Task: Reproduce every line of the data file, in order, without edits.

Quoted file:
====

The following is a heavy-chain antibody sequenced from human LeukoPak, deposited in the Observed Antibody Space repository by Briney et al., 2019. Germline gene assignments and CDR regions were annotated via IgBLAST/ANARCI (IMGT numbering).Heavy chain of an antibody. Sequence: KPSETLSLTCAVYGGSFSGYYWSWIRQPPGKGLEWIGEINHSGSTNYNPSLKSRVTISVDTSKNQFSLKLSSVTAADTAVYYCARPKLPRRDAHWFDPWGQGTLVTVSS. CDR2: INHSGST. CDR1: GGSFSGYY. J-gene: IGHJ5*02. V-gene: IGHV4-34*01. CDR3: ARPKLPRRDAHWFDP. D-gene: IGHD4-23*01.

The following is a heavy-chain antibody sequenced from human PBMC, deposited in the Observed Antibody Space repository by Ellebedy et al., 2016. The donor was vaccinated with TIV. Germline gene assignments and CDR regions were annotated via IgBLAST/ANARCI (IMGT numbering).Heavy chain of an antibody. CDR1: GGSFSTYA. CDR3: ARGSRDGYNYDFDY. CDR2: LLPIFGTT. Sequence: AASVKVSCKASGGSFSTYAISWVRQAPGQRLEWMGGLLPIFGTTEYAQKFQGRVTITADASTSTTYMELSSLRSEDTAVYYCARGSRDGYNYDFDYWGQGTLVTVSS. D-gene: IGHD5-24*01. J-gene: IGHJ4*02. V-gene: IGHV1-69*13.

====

The following is a heavy-chain antibody sequenced from human LeukoPak, deposited in the Observed Antibody Space repository by Briney et al., 2019. Germline gene assignments and CDR regions were annotated via IgBLAST/ANARCI (IMGT numbering).Heavy chain of an antibody. Sequence: KPSETLSLTCAVYGGSFSGYYWSWIRQPPGKGLEWIGEINHSGSTNYNPSLKSRVTISVDTSKNQFSLKLSSVTAADTAVYYCARPKLPRRDAHWFDPWGQGTLVTVSS. CDR2: INHSGST. CDR1: GGSFSGYY. J-gene: IGHJ5*02. V-gene: IGHV4-34*01. CDR3: ARPKLPRRDAHWFDP. D-gene: IGHD4-23*01.

The following is a heavy-chain antibody sequenced from human PBMC, deposited in the Observed Antibody Space repository by Ellebedy et al., 2016. The donor was vaccinated with TIV. Germline gene assignments and CDR regions were annotated via IgBLAST/ANARCI (IMGT numbering).Heavy chain of an antibody. CDR1: GGSFSTYA. CDR3: ARGSRDGYNYDFDY. CDR2: LLPIFGTT. Sequence: AASVKVSCKASGGSFSTYAISWVRQAPGQRLEWMGGLLPIFGTTEYAQKFQGRVTITADASTSTTYMELSSLRSEDTAVYYCARGSRDGYNYDFDYWGQGTLVTVSS. D-gene: IGHD5-24*01. J-gene: IGHJ4*02. V-gene: IGHV1-69*13.